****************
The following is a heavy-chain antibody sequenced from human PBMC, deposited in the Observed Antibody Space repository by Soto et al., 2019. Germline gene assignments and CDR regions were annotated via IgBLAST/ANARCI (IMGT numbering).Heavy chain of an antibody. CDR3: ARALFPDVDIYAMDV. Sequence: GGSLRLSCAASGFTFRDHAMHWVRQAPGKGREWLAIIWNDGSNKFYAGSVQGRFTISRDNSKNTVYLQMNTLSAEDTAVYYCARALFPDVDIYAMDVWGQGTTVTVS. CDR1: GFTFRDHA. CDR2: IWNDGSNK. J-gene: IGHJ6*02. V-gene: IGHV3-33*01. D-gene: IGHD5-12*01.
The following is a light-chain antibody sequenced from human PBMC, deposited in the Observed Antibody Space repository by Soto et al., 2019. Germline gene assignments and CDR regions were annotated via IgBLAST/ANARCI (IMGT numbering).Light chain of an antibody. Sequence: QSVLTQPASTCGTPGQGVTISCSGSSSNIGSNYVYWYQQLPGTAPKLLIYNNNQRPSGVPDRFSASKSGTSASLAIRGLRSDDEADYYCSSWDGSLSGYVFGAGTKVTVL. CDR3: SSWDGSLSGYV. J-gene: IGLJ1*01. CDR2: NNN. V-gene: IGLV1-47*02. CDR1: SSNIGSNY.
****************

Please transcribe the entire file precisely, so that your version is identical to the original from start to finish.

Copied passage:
The following is a heavy-chain antibody sequenced from human PBMC, deposited in the Observed Antibody Space repository by Soto et al., 2019. Germline gene assignments and CDR regions were annotated via IgBLAST/ANARCI (IMGT numbering).Heavy chain of an antibody. CDR3: ARALFPDVDIYAMDV. Sequence: GGSLRLSCAASGFTFRDHAMHWVRQAPGKGREWLAIIWNDGSNKFYAGSVQGRFTISRDNSKNTVYLQMNTLSAEDTAVYYCARALFPDVDIYAMDVWGQGTTVTVS. CDR1: GFTFRDHA. CDR2: IWNDGSNK. J-gene: IGHJ6*02. V-gene: IGHV3-33*01. D-gene: IGHD5-12*01.
The following is a light-chain antibody sequenced from human PBMC, deposited in the Observed Antibody Space repository by Soto et al., 2019. Germline gene assignments and CDR regions were annotated via IgBLAST/ANARCI (IMGT numbering).Light chain of an antibody. Sequence: QSVLTQPASTCGTPGQGVTISCSGSSSNIGSNYVYWYQQLPGTAPKLLIYNNNQRPSGVPDRFSASKSGTSASLAIRGLRSDDEADYYCSSWDGSLSGYVFGAGTKVTVL. CDR3: SSWDGSLSGYV. J-gene: IGLJ1*01. CDR2: NNN. V-gene: IGLV1-47*02. CDR1: SSNIGSNY.